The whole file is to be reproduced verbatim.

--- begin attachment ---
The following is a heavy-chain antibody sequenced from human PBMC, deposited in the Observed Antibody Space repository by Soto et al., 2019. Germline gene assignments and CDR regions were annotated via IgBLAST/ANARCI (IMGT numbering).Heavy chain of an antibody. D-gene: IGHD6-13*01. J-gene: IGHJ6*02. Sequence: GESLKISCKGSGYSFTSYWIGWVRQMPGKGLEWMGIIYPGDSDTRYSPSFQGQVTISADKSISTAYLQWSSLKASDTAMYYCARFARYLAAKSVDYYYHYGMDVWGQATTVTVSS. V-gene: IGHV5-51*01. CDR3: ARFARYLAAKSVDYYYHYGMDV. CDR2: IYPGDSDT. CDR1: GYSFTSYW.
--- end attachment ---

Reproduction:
The following is a heavy-chain antibody sequenced from human PBMC, deposited in the Observed Antibody Space repository by Soto et al., 2019. Germline gene assignments and CDR regions were annotated via IgBLAST/ANARCI (IMGT numbering).Heavy chain of an antibody. D-gene: IGHD6-13*01. J-gene: IGHJ6*02. Sequence: GESLKISCKGSGYSFTSYWIGWVRQMPGKGLEWMGIIYPGDSDTRYSPSFQGQVTISADKSISTAYLQWSSLKASDTAMYYCARFARYLAAKSVDYYYHYGMDVWGQATTVTVSS. V-gene: IGHV5-51*01. CDR3: ARFARYLAAKSVDYYYHYGMDV. CDR2: IYPGDSDT. CDR1: GYSFTSYW.